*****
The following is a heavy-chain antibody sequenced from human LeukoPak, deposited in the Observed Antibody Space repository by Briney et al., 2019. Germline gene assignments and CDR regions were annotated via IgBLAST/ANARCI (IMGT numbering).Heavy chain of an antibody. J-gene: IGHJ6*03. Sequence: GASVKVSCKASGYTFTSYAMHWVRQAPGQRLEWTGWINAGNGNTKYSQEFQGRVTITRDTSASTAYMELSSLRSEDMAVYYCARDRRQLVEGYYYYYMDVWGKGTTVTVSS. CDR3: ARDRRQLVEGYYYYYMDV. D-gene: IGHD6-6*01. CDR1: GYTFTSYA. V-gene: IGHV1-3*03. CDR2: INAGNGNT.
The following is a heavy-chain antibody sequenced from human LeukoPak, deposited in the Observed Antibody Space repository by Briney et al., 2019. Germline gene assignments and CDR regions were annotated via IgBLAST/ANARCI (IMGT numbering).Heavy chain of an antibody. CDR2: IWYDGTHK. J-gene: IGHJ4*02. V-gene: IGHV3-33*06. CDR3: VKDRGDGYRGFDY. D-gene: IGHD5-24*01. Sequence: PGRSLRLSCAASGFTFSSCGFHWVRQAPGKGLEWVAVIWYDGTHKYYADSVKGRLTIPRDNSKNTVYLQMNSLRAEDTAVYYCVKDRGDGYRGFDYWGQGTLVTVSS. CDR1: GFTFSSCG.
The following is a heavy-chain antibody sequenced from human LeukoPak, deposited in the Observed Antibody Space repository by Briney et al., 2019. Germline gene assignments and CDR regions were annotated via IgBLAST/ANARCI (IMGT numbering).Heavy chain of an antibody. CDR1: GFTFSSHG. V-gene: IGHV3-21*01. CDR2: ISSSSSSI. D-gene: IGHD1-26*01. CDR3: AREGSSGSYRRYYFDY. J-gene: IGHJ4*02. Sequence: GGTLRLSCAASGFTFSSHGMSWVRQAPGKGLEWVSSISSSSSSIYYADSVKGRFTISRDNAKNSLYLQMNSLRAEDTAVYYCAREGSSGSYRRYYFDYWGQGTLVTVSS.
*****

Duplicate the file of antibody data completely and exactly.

The following is a heavy-chain antibody sequenced from human LeukoPak, deposited in the Observed Antibody Space repository by Briney et al., 2019. Germline gene assignments and CDR regions were annotated via IgBLAST/ANARCI (IMGT numbering).Heavy chain of an antibody. J-gene: IGHJ6*03. Sequence: GASVKVSCKASGYTFTSYAMHWVRQAPGQRLEWTGWINAGNGNTKYSQEFQGRVTITRDTSASTAYMELSSLRSEDMAVYYCARDRRQLVEGYYYYYMDVWGKGTTVTVSS. CDR3: ARDRRQLVEGYYYYYMDV. D-gene: IGHD6-6*01. CDR1: GYTFTSYA. V-gene: IGHV1-3*03. CDR2: INAGNGNT.
The following is a heavy-chain antibody sequenced from human LeukoPak, deposited in the Observed Antibody Space repository by Briney et al., 2019. Germline gene assignments and CDR regions were annotated via IgBLAST/ANARCI (IMGT numbering).Heavy chain of an antibody. CDR2: IWYDGTHK. J-gene: IGHJ4*02. V-gene: IGHV3-33*06. CDR3: VKDRGDGYRGFDY. D-gene: IGHD5-24*01. Sequence: PGRSLRLSCAASGFTFSSCGFHWVRQAPGKGLEWVAVIWYDGTHKYYADSVKGRLTIPRDNSKNTVYLQMNSLRAEDTAVYYCVKDRGDGYRGFDYWGQGTLVTVSS. CDR1: GFTFSSCG.
The following is a heavy-chain antibody sequenced from human LeukoPak, deposited in the Observed Antibody Space repository by Briney et al., 2019. Germline gene assignments and CDR regions were annotated via IgBLAST/ANARCI (IMGT numbering).Heavy chain of an antibody. CDR1: GFTFSSHG. V-gene: IGHV3-21*01. CDR2: ISSSSSSI. D-gene: IGHD1-26*01. CDR3: AREGSSGSYRRYYFDY. J-gene: IGHJ4*02. Sequence: GGTLRLSCAASGFTFSSHGMSWVRQAPGKGLEWVSSISSSSSSIYYADSVKGRFTISRDNAKNSLYLQMNSLRAEDTAVYYCAREGSSGSYRRYYFDYWGQGTLVTVSS.